Dr. Darling-Hammond: [00:21:51] That kind of deeper learning, really deeply understanding, not just memorizing something and spitting it back on a test and then forgetting it, but really applying it and using the knowledge to solve a problem or create an idea or a solution is what we have to use in this 21st century world. The other piece of where we are today is that knowledge is changing at such a rapid rate. There was more new knowledge created in the world between 1999 and 2003, according to one study, than in the entire history of the world preceding. Think about that; four years. And we have got an exponential increase in knowledge going on. Technology knowledge is doubling every eleven months. So kids are going to have to use knowledge that hasn't been discovered yet and technologies that haven't been invented yet to solve big problems that we have not managed to solve. They need to be flexible thinkers. They need to be self initiating thinkers. They need to be able to find and use resources of various kinds and put them together and make sense of them. And they should be doing that in school. If you're in a school where it's sit and get, memorize the stuff at the end of the chapter and spit it back on, it's just you are not being prepared for the 21st century.
Helen: [00:23:05] Amen. (laughs)
LaWanda: [00:23:05] So good. You've given us so much information today; lots of tools and resources that our parents will love and our listeners will love and be able to take back and share. And I think the big takeaway is just, like, chill out. (laughs) Let your kid be a kid, but also pay attention to their educational surroundings; asking the right questions to see if there are things that you can do to encourage that whole child experience at school.
Dr. Darling-Hammond: [00:23:34] And give them lots of opportunities both in and out of school for inquiry; for exploring and inquiring and figuring things out and doing it themselves, you know, with help. But, you know, not getting spoon fed the facts so much as figuring out because inquiry is the most fundamental human learning strategy. And if you think of everything that exists in this world that human beings have created, ranging from the microphones we're speaking into, to all the amazing recipes we use to cook with, the airplanes we have, the rocket ships, satellites, buildings. It's all because of inquiry. Every single thing has come about because human beings say, "I noticed X, I wonder what would happen if I did Y." "Oh, let's see if I do this this way. It actually allows me to produce this kind of vehicle." "It allows me to create a new recipe," whatever. Human beings are creative enterprisers and inquiry is the fundamental skill that we need for survival as a species and as individuals. And as we go into this very uncertain future where jobs are going to be changing regularly, climate change is going to be a challenge that has to be surmounted by every individual and by people in the society where everything about our systems of government and ways of working is going to be changing, inquiry and the ability to problem solve are going to be the things that enable people to succeed and survive. So every chance you can get to let your child inquire, test things out, try things out, look at things, make sense of them, speculate and then test their conjectures is really building their capacity to be both joyful and engaged and an excited learner, but also to be a successful adult when they get to that point.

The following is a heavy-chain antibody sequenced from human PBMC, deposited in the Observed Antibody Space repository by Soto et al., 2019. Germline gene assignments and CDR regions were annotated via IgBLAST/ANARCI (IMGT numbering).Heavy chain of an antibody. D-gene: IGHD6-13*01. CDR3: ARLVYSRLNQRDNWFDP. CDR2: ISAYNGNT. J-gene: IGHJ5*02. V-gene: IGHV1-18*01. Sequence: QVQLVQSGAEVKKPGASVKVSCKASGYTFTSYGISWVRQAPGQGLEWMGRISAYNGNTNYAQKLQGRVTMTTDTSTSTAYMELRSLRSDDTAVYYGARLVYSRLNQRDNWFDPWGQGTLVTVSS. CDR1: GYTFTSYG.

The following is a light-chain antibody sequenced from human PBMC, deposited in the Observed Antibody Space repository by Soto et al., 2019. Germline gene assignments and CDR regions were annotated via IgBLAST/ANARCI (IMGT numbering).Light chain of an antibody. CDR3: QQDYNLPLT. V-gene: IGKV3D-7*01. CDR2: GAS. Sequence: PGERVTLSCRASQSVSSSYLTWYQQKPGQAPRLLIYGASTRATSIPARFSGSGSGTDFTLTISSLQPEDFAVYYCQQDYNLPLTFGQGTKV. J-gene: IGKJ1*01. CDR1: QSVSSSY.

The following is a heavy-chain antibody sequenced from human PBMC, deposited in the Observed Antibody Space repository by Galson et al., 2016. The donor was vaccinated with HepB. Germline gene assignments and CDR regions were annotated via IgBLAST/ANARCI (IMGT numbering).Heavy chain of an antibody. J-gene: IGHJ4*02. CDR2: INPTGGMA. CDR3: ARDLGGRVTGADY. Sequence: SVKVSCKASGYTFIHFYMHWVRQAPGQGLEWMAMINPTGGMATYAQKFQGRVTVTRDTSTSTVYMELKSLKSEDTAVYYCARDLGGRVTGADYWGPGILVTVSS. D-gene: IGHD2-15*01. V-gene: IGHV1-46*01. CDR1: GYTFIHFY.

Helen: [00:25:20] You have given us and our listeners so much incredible food for thought. If there is one thing you would encourage parents and others listening to really nudge on, right, in their school community, one piece of advice when action that they could take, what would that be?